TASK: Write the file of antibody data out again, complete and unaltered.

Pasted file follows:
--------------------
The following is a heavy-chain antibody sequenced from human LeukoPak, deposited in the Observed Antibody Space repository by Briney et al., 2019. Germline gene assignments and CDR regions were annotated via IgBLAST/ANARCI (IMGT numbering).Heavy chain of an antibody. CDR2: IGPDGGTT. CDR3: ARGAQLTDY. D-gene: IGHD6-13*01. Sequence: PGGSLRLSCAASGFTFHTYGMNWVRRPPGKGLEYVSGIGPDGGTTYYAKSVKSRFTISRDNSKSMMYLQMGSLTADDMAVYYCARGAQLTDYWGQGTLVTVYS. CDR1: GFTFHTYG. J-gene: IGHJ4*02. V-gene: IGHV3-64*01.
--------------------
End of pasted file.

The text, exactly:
The following is a heavy-chain antibody sequenced from human LeukoPak, deposited in the Observed Antibody Space repository by Briney et al., 2019. Germline gene assignments and CDR regions were annotated via IgBLAST/ANARCI (IMGT numbering).Heavy chain of an antibody. CDR2: IGPDGGTT. CDR3: ARGAQLTDY. D-gene: IGHD6-13*01. Sequence: PGGSLRLSCAASGFTFHTYGMNWVRRPPGKGLEYVSGIGPDGGTTYYAKSVKSRFTISRDNSKSMMYLQMGSLTADDMAVYYCARGAQLTDYWGQGTLVTVYS. CDR1: GFTFHTYG. J-gene: IGHJ4*02. V-gene: IGHV3-64*01.